Busy summer for Sens?

DON BRENNAN, QMI Agency

, Last Updated: 10:01 AM ET

Nobody will be calling for Eugene Melnyk to “blow up” the Senators this summer.

But GM Bryan Murray is going to have to do some bridge building over a couple of big holes that will be left on defence.

Anton Volchenkov and/or Andy Sutton won’t be back, that much is almost certain. It’s clear Volchenkov’s people believe they can get him a multi-year deal worth $5 million per, and as much as the Russian rearguard would like to remain in Ottawa, he’s going to take that money and run.

See ya later, A-Train.

Sutton made $3.5 million this season and, at 35, he’s going to be looking for one more big payday to take him into retirement. He fit in well with the Senators and who doesn’t love his ability to deliver the big hits that strike apprehension into opposing forwards, but unless they can sign him to a one-year deal for about $2-2.5 million, it’s best they part company with the Mountain Man, too.

Murray said at his year-end media address that he believes Patrick Wiercioch and Jared Cowen will be ready to play in Ottawa by the second half of next season, if not sooner. That might be a little ambitious, but the message is clear. Murray is looking ahead. Rather than tie up big money on Volchenkov and Sutton, he can pick from a group of less expensive unrestricted free agents to keep spots warm for Wiercioch and Cowen.

Brian Pothier would be thrilled to come back to Ottawa, and he wouldn’t be looking to hit a home run on a contract, either. Surely, Sean O’Donnell would be interested in playing a year in his home town. Shane Hnidy would like to wear a Senators jersey again. Zbynek Michalek could be keen on skating with his kid brother. The list goes on.

Murray also said he’d like to add more offence to the back end. The Lightning hasn’t re-signed Masterton finalist Kurtis Foster, a Carp native. He’d fit that bill.

No, the Senators have a solid blue-line corps, albeit a soft one, without Volchenkov and Sutton. What they really need to do is find some more scoring. At minus-13, they had the worst goals-for-goals against differential of the top nine teams in their conference. That’s not good. That has to improve. And if you’re losing a couple of defensive defencemen, it figures you need to add some offence.

What would it take to land Patrick Marleau or Ilya Kovalchuk? Probably too much, but how to free up the room to make it happen is something to consider.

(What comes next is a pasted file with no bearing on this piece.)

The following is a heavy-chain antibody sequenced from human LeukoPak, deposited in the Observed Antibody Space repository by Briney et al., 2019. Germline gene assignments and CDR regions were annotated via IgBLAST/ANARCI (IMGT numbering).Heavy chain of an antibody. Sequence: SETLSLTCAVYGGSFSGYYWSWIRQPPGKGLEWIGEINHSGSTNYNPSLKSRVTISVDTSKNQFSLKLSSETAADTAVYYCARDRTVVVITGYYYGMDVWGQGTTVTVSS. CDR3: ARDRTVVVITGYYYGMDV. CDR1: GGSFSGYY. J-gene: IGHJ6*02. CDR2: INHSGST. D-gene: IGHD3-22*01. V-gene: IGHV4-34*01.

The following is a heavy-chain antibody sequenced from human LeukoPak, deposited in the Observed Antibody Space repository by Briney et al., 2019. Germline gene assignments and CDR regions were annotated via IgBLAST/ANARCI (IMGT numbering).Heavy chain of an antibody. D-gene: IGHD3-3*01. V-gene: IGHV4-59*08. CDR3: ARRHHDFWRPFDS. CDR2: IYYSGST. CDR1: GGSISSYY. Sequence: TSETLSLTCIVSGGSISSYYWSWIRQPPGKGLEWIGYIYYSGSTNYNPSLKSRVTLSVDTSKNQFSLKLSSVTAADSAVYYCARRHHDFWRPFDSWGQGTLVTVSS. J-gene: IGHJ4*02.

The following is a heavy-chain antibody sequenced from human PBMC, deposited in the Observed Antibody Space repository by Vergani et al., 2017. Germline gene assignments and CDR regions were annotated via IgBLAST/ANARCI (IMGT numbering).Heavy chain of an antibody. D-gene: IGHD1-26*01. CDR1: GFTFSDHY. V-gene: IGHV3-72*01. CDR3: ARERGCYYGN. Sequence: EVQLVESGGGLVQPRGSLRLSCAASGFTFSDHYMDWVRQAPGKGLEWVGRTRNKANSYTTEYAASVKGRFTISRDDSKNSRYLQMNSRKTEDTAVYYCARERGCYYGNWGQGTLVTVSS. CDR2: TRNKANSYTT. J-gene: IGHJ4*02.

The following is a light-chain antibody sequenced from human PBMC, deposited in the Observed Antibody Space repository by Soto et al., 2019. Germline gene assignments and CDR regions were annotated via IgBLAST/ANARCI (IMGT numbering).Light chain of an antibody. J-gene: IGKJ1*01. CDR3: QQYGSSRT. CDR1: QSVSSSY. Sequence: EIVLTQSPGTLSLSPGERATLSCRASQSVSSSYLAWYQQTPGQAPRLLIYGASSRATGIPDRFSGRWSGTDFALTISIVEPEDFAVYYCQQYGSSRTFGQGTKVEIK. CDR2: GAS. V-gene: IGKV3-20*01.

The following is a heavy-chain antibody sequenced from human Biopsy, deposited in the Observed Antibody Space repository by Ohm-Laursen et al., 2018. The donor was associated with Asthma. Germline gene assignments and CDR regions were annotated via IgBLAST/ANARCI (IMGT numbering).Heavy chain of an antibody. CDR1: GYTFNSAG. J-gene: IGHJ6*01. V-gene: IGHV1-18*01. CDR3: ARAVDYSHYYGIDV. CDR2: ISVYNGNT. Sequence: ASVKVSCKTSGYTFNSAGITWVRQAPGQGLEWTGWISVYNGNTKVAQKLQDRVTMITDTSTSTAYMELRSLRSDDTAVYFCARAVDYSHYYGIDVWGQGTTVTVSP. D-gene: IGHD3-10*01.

If not for one of them, Murray will have to go back to Plan C, as in Cullen, and hope that he can bring Matt back. And if too late on that, he’ll need to try and make another summer blockbuster, only this time to acquire a sniper.

Really, the Senators are fine on their current path, but a lot of things have to go right for them to be good enough.

Heading into next season, goaltending will the biggest concern, again.

Pascal Leclaire has to stay healthy and build off his two playoff starts. That should win him Cory Clouston’s confidence.

Young players like Peter Regin, Erik Karlsson, Nick Foligno, Zack Smith and Jesse Winchester have to continue growing and developing into what they can be.

And either Alex Kovalev has somebody massage his heart back to life while he’s recovering from knee surgery, or he decides he can’t do it anymore and hangs up the blades. Who knows, maybe, at 37, he is finished. Maybe he hit the wall during the Olympic break. In such a case, he needs to retire and go out with dignity. Let the Senators find something else to do with his $5-million salary.

They’re really not that far off, if you consider that they were an overtime goal from taking the defending belt holders to an anything-can-happen Game 7, and that they pushed the Penguins as hard as they did without the services of a Top 4 defenceman in Filip Kuba and two Top 6 forwards in Milan Michalek and Kovalev.

They’re nothing that should be blown up, for sure, but they also have a lot of work to do to be what they once were: A Stanley Cup finalist with a chance to be the champs.


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